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dslusarc
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« Reply #10 on: November 30, 2017, 08:04:28 PM »

Rey,

I use a cabinet scraper.
https://www.amazon.com/Crown-3763-Cabinet-Scraper-Gooseneck/dp/B00EC9ATLK

Don
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ram
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« Reply #11 on: November 30, 2017, 08:55:35 PM »

Great scraper ideas!  Thanks.  I was using a sharp pocket knife blade.

Rey
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dslusarc
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« Reply #12 on: November 30, 2017, 10:48:39 PM »

Wayne Johnson got me onto the cabinet scraper method. He had all his SO students use them back in the day. Wayne even sold his own version when he was selling winders and such, his was essentially a rectangle with a different radius in each corner. 

Don
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ZK-AUD
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« Reply #13 on: December 01, 2017, 08:23:19 AM »

I use a whole Stanley knife blade used out of the handle.  works really well.  I take over 50% of the weight of the prop off and find this one of the most satisfying and effective interventions you can do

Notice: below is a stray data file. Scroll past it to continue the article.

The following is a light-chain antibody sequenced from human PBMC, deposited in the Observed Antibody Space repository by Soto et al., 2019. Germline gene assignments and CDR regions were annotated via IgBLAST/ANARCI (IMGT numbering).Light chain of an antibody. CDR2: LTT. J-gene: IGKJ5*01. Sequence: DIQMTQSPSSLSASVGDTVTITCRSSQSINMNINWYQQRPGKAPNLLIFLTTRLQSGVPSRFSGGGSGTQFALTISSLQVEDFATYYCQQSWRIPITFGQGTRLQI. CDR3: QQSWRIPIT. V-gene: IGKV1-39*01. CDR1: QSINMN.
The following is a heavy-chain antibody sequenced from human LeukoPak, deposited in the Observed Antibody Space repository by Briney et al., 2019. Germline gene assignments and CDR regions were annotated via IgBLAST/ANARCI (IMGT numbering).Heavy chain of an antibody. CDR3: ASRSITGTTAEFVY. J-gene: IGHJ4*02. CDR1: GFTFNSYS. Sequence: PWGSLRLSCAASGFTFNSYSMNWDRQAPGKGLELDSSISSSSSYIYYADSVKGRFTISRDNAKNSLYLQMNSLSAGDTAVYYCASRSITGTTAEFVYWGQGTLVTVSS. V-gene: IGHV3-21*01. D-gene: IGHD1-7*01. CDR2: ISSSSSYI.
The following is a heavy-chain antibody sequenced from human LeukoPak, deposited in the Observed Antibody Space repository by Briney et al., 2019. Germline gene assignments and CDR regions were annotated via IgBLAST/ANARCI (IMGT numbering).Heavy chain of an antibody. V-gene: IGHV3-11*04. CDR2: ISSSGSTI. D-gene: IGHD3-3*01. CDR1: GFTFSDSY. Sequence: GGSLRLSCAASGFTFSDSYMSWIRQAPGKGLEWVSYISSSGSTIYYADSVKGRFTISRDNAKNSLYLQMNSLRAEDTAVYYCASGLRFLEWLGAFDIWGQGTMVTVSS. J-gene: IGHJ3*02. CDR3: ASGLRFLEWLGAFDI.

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Art356A
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« Reply #14 on: December 01, 2017, 11:51:19 AM »

I came to the hobby in my old age, so I only had a few years of PF flying with a balsa prop as the designer intended. The PF's were so much more fun when they flew more slowly. And wall hits were so much more survivable for the undercarriage. Whose bright idea was it to make rocket ships out of them, and can that ever be reversed? I can make five usable balsa props in the time it would take to scrape down a plastic one.

art.
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My arms are so weak, it's like that pushup I did last year was a total waste.
ram
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« Reply #15 on: December 04, 2017, 12:07:04 PM »